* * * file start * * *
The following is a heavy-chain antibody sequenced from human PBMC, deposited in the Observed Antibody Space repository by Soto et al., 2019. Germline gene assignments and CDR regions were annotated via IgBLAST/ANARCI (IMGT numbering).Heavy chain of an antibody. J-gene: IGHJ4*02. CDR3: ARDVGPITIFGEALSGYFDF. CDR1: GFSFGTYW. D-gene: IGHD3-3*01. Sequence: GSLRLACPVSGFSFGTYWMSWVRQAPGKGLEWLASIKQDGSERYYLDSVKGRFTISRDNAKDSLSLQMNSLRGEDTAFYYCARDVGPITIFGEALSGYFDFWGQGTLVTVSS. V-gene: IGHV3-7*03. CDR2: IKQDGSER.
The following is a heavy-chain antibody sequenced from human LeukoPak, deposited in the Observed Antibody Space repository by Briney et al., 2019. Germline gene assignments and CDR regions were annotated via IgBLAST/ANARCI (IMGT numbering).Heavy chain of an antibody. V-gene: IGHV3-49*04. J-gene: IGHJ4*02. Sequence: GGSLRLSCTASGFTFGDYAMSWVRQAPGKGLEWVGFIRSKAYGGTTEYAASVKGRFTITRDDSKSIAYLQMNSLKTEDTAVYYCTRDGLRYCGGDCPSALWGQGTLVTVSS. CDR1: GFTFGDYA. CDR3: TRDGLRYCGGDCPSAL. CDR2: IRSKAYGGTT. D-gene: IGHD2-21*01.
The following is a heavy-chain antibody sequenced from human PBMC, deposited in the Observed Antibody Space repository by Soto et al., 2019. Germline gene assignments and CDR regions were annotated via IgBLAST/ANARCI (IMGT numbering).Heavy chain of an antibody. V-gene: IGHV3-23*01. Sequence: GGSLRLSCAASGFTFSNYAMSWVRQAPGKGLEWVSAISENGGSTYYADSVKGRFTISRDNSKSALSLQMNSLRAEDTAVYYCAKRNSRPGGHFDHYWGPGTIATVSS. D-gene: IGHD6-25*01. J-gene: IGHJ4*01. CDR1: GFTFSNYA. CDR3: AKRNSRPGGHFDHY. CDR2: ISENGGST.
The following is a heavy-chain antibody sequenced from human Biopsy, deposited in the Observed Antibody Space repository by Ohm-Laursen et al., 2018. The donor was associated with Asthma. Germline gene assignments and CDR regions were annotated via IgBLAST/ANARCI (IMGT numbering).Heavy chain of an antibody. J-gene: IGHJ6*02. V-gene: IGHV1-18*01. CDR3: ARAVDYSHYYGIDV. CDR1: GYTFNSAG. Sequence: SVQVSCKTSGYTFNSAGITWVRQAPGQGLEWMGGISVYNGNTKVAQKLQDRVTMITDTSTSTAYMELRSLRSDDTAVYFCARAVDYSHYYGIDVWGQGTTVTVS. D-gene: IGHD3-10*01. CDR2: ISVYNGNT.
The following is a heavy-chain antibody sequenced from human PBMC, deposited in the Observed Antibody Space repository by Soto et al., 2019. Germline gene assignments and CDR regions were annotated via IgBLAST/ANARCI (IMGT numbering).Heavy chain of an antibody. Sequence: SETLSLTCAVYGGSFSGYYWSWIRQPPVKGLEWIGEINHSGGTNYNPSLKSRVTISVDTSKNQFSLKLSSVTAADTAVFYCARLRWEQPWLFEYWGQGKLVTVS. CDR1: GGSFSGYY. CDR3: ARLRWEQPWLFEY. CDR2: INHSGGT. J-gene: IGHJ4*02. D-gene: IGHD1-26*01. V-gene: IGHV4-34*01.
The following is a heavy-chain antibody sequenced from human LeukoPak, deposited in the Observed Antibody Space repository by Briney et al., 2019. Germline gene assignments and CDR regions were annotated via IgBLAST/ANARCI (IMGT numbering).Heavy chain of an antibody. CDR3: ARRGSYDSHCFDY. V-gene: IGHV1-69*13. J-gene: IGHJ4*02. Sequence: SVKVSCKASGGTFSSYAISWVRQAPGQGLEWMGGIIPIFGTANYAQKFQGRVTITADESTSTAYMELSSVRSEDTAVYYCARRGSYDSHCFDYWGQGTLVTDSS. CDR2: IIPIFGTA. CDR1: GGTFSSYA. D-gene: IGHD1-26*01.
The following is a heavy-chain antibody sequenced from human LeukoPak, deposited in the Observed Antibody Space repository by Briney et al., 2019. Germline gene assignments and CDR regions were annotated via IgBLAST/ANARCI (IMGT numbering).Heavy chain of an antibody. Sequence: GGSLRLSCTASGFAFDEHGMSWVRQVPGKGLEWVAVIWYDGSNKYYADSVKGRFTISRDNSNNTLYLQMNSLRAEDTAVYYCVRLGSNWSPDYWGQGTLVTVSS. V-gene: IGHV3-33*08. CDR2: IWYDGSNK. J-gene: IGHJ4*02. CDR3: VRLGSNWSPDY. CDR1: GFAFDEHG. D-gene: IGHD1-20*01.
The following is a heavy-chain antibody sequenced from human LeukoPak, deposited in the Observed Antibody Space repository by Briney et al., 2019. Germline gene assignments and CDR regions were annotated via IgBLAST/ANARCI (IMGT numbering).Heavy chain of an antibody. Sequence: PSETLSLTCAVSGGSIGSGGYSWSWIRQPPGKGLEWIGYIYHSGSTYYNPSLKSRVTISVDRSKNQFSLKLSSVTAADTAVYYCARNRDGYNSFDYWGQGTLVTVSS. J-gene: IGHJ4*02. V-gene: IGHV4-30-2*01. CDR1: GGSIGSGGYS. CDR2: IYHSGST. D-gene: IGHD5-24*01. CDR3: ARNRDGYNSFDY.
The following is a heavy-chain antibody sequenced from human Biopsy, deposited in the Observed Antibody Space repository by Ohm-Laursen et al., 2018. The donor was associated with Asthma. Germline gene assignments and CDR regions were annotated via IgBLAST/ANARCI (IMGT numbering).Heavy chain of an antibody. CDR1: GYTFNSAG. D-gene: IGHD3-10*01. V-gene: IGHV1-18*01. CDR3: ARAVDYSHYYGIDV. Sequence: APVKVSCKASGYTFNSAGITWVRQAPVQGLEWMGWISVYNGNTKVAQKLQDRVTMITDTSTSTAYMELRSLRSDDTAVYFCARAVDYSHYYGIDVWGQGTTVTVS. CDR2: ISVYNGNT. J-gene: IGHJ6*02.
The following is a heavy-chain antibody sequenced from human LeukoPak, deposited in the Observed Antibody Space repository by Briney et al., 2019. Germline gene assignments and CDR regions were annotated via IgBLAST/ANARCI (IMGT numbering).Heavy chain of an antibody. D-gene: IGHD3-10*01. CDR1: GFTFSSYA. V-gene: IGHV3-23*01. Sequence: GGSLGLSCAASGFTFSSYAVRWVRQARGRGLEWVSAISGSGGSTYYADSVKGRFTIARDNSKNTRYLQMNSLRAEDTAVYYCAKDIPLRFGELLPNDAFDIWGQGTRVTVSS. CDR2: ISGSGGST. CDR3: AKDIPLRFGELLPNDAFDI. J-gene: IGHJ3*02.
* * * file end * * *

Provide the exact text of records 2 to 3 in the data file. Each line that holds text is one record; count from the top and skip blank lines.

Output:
The following is a heavy-chain antibody sequenced from human LeukoPak, deposited in the Observed Antibody Space repository by Briney et al., 2019. Germline gene assignments and CDR regions were annotated via IgBLAST/ANARCI (IMGT numbering).Heavy chain of an antibody. V-gene: IGHV3-49*04. J-gene: IGHJ4*02. Sequence: GGSLRLSCTASGFTFGDYAMSWVRQAPGKGLEWVGFIRSKAYGGTTEYAASVKGRFTITRDDSKSIAYLQMNSLKTEDTAVYYCTRDGLRYCGGDCPSALWGQGTLVTVSS. CDR1: GFTFGDYA. CDR3: TRDGLRYCGGDCPSAL. CDR2: IRSKAYGGTT. D-gene: IGHD2-21*01.
The following is a heavy-chain antibody sequenced from human PBMC, deposited in the Observed Antibody Space repository by Soto et al., 2019. Germline gene assignments and CDR regions were annotated via IgBLAST/ANARCI (IMGT numbering).Heavy chain of an antibody. V-gene: IGHV3-23*01. Sequence: GGSLRLSCAASGFTFSNYAMSWVRQAPGKGLEWVSAISENGGSTYYADSVKGRFTISRDNSKSALSLQMNSLRAEDTAVYYCAKRNSRPGGHFDHYWGPGTIATVSS. D-gene: IGHD6-25*01. J-gene: IGHJ4*01. CDR1: GFTFSNYA. CDR3: AKRNSRPGGHFDHY. CDR2: ISENGGST.